Recent policy attempts to set high nutrition standards for the School Breakfast Program (SBP) and National School Lunch Program (NSLP) aim to improve children's health outcomes. A timely and policy-relevant task evaluates to what extent school meal programs contribute to child body mass index (BMI) outcomes to assess those school meal policies' potential impacts. This study examines children's weight progress from 1st through 8th grade, while recognizing the potential effects on those children participating in both programs compared with those children participating in only one program. We used difference-in-differences (DID) and average treatment effect on the treated (ATT) methodologies and focused on free- and reduced-price meal-eligible children to filter out income effects. The DID results show that short-term participation in only NSLP increases the probability that children will be overweight, and these results are more prominent in the South, Northeast, and rural areas. ATT results show that participation in both programs from 1st through 8th grade increases the probability that these students will be overweight. With the Community Eligibility Provision having taken effect across the nation in the 2014-2015 school year, the need to continue examining the impacts of these programs on child BMI is even greater.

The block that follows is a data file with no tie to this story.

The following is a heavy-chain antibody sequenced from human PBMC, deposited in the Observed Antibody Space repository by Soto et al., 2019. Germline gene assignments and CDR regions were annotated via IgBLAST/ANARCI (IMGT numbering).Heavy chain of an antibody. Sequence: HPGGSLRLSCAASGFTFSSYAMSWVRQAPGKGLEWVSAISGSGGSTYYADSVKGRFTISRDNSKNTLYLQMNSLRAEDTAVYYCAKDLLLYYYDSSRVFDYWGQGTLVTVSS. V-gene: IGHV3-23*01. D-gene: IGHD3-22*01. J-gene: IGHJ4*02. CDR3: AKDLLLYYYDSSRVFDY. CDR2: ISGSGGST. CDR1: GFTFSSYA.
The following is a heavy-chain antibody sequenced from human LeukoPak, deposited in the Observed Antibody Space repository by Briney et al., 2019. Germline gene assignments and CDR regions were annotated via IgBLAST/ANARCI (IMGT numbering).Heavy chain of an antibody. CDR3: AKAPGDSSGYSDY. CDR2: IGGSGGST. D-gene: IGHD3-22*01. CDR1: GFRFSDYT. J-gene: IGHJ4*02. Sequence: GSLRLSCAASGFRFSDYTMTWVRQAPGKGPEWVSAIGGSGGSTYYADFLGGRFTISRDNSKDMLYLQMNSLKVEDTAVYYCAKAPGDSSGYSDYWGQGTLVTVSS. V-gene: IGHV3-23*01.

The Influence of School Nutrition Programs on the Weight of Low-Income Children
A Treatment Effect Analysis
Capogrossi, K., & You, W. (2017). The Influence of School Nutrition Programs on the Weight of Low-Income Children: A Treatment Effect Analysis. Health Economics, 26(8), 980-1000. https://doi.org/10.1002/hec.3378